Lawmakers moved closer Wednesday to taking a second hiatus from the special legislative session on the 2017-18 West Virginia budget, as support for a Gov. Jim Justice/Senate compromise revenue plan continued to unravel on the session’s fifth day.
Despite a pep talk Tuesday from Justice on the Senate floor encouraging support for the revenue plan (Senate Bill 1007), the 19-11 passage vote in the Senate marked the defection of 10 Democratic senators who had voted for a similar revenue plan on May 5.
In a similar impromptu address to the House of Delegates on Wednesday afternoon, Justice described the defection of Senate Democrats as “despicable,” “terribly disappointing” and “petty politics.”
He urged House Republicans, who have twice summarily rejected similar revenue plans, to support the budget bill.
“If you’re a Republican, when you balance the budget, lower spending and cut taxes, it’s got to be a daggone good thing,” he said. “If you want to tweak and modify it, tweak and modify, but vote.”
Senate Minority Leader Roman Prezioso, D-Marion, said Wednesday that many Senate Democrats had begrudgingly supported the earlier version of the budget bill to keep negotiations alive.
“For the most part, we support the governor’s plan, but the income tax part — shifting the burden from the rich to the poor — is not right,” Prezioso said.
He said the House has sent a clear message where it stands by twice rejecting plans that would reduce state income tax rates.
Prezioso said a presentation to the House Finance Committee from analysts with the Public Resource Advisory Group, an independent financial advisory firm, on Tuesday afternoon also was an eye-opener for Senate Democrats.
The PRAG analysts advised that the nation’s three major bond rating agencies would not look favorably on a massive income tax cut in the middle of West Virginia’s ongoing revenue shortfalls, and suggested that it likely would lead to further downgrades in the state’s bond ratings.
As drafted, the bill that passed the Senate closes the 2017-18 budget deficit by increasing the sales tax to 6.95 percent and eliminating a number of sales tax exemptions. But the proposal would create future budget deficits, projected to begin in 2018-19 as the $380-million-a-year reduction in income tax collection kicks in.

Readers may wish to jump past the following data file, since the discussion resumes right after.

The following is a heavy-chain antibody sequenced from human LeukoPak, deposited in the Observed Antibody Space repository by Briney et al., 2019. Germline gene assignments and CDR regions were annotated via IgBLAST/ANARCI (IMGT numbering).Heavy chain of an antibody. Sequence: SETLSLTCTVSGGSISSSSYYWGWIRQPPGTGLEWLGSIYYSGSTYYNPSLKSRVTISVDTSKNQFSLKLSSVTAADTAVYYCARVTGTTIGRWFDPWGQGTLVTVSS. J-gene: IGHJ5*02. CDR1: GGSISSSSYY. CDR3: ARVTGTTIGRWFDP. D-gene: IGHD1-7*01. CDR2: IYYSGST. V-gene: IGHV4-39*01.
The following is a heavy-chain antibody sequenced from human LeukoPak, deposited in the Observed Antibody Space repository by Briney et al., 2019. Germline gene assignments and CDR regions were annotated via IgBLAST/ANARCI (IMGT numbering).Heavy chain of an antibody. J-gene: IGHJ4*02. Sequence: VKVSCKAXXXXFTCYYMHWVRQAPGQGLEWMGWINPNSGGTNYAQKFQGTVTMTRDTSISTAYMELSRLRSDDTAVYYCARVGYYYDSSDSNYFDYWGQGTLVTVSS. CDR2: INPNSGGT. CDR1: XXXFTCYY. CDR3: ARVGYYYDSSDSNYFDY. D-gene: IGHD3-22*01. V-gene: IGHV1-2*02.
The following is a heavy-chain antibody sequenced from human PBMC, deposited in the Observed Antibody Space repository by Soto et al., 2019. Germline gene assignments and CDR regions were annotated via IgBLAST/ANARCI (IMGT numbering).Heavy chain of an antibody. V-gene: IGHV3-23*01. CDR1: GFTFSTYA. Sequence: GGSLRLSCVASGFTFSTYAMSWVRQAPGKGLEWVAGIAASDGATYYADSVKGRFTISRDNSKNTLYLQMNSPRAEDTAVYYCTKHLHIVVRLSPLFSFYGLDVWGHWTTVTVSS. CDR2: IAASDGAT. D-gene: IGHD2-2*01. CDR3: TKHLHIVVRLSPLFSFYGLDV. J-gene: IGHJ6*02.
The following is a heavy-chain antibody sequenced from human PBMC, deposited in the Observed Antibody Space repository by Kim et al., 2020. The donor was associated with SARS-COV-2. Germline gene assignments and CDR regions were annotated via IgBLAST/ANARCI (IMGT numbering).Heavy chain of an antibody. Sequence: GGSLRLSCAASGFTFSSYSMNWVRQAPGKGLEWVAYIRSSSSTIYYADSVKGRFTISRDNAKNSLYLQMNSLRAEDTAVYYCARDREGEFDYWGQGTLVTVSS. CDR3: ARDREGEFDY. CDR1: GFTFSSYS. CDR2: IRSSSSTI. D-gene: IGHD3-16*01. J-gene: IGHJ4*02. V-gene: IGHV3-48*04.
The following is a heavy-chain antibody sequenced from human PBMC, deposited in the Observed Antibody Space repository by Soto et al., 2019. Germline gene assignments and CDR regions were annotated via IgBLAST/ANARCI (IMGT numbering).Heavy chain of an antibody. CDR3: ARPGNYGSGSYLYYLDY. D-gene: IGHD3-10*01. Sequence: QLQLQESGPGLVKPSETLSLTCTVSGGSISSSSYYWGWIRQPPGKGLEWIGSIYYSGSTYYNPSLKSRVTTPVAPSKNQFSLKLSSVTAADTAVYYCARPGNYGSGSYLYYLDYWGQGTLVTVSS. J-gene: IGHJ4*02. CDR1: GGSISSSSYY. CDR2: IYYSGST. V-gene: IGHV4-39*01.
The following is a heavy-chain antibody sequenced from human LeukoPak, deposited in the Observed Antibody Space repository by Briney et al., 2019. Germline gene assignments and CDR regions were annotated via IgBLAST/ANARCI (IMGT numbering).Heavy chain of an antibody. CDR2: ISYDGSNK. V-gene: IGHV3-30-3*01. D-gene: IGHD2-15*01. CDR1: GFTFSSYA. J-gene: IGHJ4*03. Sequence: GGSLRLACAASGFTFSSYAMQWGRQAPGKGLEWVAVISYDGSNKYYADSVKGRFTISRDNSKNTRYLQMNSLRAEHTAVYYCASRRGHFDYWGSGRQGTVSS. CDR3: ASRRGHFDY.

Prezioso said eliminating income taxes entirely might spur economic growth but the proposed 20 percent phase-out over two years, followed by future reductions if the state economy meets certain thresholds, won’t work.
Income taxes are the largest and most stable revenue source in the state budget, providing about $1.9 billion of the $4.3 billion general revenue budget.
“It’s piecemeal,” Prezioso said of the plan. “We don’t have 10 to 12 years to get this budget in order.”
“The one thing that’s clear is this is a trickledown economics bill,” Sen. Mike Romano, D-Harrison, said in a floor speech Tuesday evening, saying that lower- and middle-class West Virginians would bear the burden of giving a tax break to the wealthy.
“It doesn’t make sense to me,” he said. “We’ve got to be taxing somebody.”
On Wednesday, Justice argued that the state will avoid out-year shortfalls from the income tax cuts through new income from the jobs that would be created if the Legislature approves his plan to sell up to $2.8 billion in road bonds for a massive economic stimulus program that will create what he said Wednesday will be “10s and 10s and 10s of thousands of jobs.”
“Those road jobs save your blooming bacon for a long time,” he told the House.
The House Finance Committee is holding three versions of the budget plan: SB 1007, the compromise plan that raises sales taxes and lowers income tax rates; HB 107, the original version of that bill; and an as-yet undisclosed alternative to be originated in committee.
So far, the committee has yet to take up any of the bills, but is scheduled to meet again this morning.
House Majority Leader Daryl Cowles, R-Morgan, said Wednesday that several scenarios are being considered, but the likeliest is to amend the House proposal into the Senate bill, with the intent of getting the bill into a House-Senate conference committee.
Under that scenario, the conferees could work on coming up with a compromise plan while the special session recesses to a future date — May 30 has been discussed — to avoid the roughly $35,000 a day cost of having the full Legislature meet in special session.
The Senate, meanwhile, recessed Wednesday evening until 6 p.m. today, with bills still pending to fund Justice’s road building plan by increasing the state gas tax and various Division of Motor Vehicles fees and by extending and raising tolls on the West Virginia Turnpike.
Reach Phil Kabler at firstname.lastname@example.org, 304-348-1220 or follow @PhilKabler on Twitter.